Plans for medieval village moving slowly

Artist renderings provided


Plans for creating a German medieval village in the northeast corner of the county are still moving, albeit slowly.

“A lot of people have approached us,” said Catherine LeBlanc, co-organizer of the Rosenvolk German Medieval Festival. “They are excited about what we want to bring into this area. So we have been getting a lot of positive feedback.”

Several businesses and foundations have contacted the organizers wanting to offer support and funding; they are waiting until the organization’s nonprofit and tax-exempt status is complete.

The paperwork for nonprofit and tax-exempt status was completed and submitted in February. The organizers are now waiting to receive the federal government’s approval.

“It’s a little frustrating,” LeBlanc said. “But we are encouraged by the people who are reaching out to us.”

The group still has the option of purchasing 150 acres of farmland at 3301 N. State Road 545 in Dubois. The idea is to make the location into a village with buildings such as a castle, culinary school and banquet hall, medieval dinner tournament location and meadery.

Creating the village, which has an estimated price tag of $5 million, would take several years, LeBlanc has said, with the idea of ultimately moving the Rosenvolk Festival to the location. The festival draws thousands to Ferdinand in October for a weekend of interacting with a host of characters — pirates, maidens, jesters and the sort — who roam the grounds of 18th Street Park among the various sites and activities, like music performances, theatrical acts, jousting competitions, a masquerade ball, and food and craft booths.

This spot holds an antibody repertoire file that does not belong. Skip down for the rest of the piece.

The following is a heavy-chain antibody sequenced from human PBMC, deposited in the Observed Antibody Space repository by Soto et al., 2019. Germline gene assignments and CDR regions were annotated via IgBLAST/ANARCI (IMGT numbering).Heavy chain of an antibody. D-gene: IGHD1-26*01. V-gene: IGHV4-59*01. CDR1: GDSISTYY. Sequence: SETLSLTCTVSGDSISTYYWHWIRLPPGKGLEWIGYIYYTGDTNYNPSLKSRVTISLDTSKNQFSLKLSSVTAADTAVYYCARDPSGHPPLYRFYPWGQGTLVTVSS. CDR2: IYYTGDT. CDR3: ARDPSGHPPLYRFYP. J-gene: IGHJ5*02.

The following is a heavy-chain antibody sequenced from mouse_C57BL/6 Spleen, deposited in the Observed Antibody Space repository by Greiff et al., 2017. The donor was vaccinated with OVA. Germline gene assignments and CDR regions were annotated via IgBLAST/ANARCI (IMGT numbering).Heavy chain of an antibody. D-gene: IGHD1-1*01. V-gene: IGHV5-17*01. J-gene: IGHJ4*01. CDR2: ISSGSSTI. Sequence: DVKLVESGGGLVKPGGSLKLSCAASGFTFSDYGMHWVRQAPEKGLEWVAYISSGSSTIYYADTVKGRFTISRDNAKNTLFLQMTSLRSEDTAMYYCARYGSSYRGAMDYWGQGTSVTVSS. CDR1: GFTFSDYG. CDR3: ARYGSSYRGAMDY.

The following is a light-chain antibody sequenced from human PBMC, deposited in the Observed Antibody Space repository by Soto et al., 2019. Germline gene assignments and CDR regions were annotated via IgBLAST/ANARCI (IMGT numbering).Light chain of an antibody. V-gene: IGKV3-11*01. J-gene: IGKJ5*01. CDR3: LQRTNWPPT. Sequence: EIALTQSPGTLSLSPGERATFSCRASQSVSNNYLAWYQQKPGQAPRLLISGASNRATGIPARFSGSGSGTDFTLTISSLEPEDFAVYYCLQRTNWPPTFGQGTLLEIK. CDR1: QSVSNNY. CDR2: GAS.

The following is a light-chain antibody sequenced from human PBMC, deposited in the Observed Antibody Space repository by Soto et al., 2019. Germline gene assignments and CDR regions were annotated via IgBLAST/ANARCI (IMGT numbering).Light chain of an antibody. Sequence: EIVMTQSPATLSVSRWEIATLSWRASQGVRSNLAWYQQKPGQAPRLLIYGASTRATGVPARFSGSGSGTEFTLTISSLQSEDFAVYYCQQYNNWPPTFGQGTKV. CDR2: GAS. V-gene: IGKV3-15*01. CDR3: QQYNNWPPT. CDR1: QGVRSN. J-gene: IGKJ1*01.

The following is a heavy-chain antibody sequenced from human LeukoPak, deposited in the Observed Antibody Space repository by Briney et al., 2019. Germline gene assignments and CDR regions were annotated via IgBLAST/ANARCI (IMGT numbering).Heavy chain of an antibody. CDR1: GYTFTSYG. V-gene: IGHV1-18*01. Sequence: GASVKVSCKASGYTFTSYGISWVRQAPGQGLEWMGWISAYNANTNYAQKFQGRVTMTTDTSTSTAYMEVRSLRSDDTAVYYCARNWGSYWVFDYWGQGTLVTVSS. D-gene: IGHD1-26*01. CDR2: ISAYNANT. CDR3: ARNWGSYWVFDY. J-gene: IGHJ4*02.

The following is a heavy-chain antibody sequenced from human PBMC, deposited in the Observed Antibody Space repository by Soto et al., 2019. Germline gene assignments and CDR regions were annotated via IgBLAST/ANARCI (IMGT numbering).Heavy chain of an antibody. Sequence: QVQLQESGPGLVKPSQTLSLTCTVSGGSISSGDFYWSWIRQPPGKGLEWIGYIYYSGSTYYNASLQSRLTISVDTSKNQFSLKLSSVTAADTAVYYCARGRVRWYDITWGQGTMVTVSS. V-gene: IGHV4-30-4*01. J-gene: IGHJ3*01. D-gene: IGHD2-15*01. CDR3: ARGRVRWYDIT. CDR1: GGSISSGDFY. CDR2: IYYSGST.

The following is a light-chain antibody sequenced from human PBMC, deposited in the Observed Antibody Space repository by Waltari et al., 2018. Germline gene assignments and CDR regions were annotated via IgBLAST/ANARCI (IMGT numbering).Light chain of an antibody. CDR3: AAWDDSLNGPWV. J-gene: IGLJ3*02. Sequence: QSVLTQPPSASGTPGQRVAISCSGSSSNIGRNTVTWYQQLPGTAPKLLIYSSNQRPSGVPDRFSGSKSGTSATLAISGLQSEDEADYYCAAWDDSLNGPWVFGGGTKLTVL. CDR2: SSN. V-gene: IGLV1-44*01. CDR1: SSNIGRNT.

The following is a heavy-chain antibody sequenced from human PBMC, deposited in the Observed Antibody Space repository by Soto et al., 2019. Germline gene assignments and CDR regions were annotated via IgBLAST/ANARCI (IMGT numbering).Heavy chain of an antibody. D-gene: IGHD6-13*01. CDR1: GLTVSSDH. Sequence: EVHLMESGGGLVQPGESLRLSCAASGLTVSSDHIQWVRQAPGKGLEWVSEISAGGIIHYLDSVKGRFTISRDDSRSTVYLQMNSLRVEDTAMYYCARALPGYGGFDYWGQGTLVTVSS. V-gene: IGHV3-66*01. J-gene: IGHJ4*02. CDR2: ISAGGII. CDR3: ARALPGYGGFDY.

Along with some businesses and organizations, the Dubois County Tourism Board is supportive of creating a permanent German medieval village in the county. The Dubois County Commissioners have also given positive feedback, although they decided not to give a letter of endorsement after they heard from some neighbors of the property who don’t support the proposed location for the village. The commissioners wanted organizers to talk to those neighbors.

LeBlanc said that organizers have talked to them and they know of at least one property owner who expressed concerns that deer will be scared away from the land on which they hunt. “But the majority have been very positive about it,” LeBlanc said.

Once the nonprofit and tax-exempt status are complete, more movement on the project will be seen, LeBlanc believes. Once that happens, organizers can start working with a firm to create a more concrete design of the village, grants can be applied for, and donations can be officially accepted.

“I really do think that this is going to happen,” LeBlanc said, “because a lot of people are excited about what we’re doing.”

Anyone interested in becoming a partner or investor, or wanting to learn more about the project can contact LeBlanc at 812-556-0256.

More on